My main complaint is the vehemence brought to bear against Olson’s questions and claims, which, as you rightly point out, are “within the pale of orthodoxy.” I think there’s something to iMonk’s intuition that the line Olson crossed was not theological, but political-practical. He’s actually bringing Arminian theology into a difficult matter as if it were a legitimate discussion partner! The gall! Outrageous!

When I read Phillips feigning concern for Olson’s immortal soul, I simply cannot believe it. Does he really think that Olson’s theologizing is tantamount to being an unpardonable sin? But if he *doesn’t* believe that Olson is in the process of damning himself (so to speak 🙂 then why say he is? To shock him into silence? To make an example of him to passersby? Why? Why can’t Olson make his points and raise his questions and we all slouch around our keyboards and say something like, “Roger, it’s good to see the quiet side of the room–you Arminians–trying to apply your theology to these lamentable tragedies. But you’re wrong and here’s why…”. I mean, a little good-natured arrogance and grandstanding can go a long way.

Instead, Olson gets a hatchet to the skull and truly reformed theology scores another notch on its belt. And then the noble science of theology is no longer pursuit of the knowledge of God in Christ, it’s a team sport…


  1. Here’s the sloppy logic that amuses me:

    Calvinists believe we’re elected by God, our future is predetermined by God, salvation is through faith and not works, once saved always saved, etc.

    Then an Arminian speaks up with a critique of Calvinism. And suddenly he’s in danger of losing his salvation.

    Does monergism only work if you’re a monergist?

  2. I think you misunderstand how things have been worded above. Nowhere did any Calvinist use “sloppy logic” to say any Arminian above might “lose his salvation”.

  3. That’s the original Phillips post saying Olson’s soul was in danger.

  4. Folks–we have have been asked by Michael to pray for him this semester with his over the top work load (see his post of August 18, 2007). Just a friendly reminder to all of us who benefit from iMonk’s ministry here and at BHT to intercede before the Father on Michael’s behalf. I would think we would want to include Denise in that as well.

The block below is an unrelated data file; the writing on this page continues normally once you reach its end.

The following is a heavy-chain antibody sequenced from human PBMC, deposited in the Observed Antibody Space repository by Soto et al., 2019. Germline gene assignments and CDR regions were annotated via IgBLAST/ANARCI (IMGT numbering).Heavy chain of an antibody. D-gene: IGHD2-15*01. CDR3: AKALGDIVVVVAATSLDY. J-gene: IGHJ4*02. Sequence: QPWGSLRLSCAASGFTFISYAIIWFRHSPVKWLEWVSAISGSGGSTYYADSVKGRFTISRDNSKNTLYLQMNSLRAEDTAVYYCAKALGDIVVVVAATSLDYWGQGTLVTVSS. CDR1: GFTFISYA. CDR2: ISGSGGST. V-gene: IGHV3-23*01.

Not sure where else to post this so we all get it so I’m doing it here. I found it helpful to pray Ephesians 1:15-23 for him this morning. Just a suggestion.

    RCCs–feel free as far as I’m concerned to bring Michael before the Blessed Mother as well.

  5. What I mean is that no Calvinist said he was going to lose his salvation.

    There’s a big difference between “losing” and “never having” which is implied I suppose in the comments.

    It was more than a “critique” of Calvinism, Leslie….Olson basically said Calvinists worship the devil. (If our God is indistinguishable from the devil…that’s a logical conclusion. It is as logical as the “mealy-mouth” Calvinists saying we are worried for his soul instead of “he’s in danger of hell-fire”.)
    Calvinists just came back and said ditto, but in nicer language.

    I’m suprised you are mad at the Calvinists in this, Michael…the “bridge” theology is just the logical application of the two tenents of the London Baptist Confession you posted on last month. He has basically said the God of the LBC is the same as the devil….

  6. jManning:

    That’s outrageous. Olson neither said nor intended any such thing. How slanderous can you get? He said that the Calvinistic view of sovereignty (as expressed by some Calvinists) confuses HIM in regard to the relationship of God and the Devil.

    Olson isn’t the first to point this out and it’s ridiculous to act as if any fifth grader reading the first two chapters of Job didn’t think of the same question.

    Your view of a professor of theology stating a hyperbolic example of where he sees a particular theological premise leading is a universe from claiming Calvinists worship the devil.

    This same conversation happens in seminaries all over America.

    I’m speechless. The forbidden speech zone greets me this morning and you wonder why it’s irritating? Because I believe in the discussion of theology and the toleration of minority views.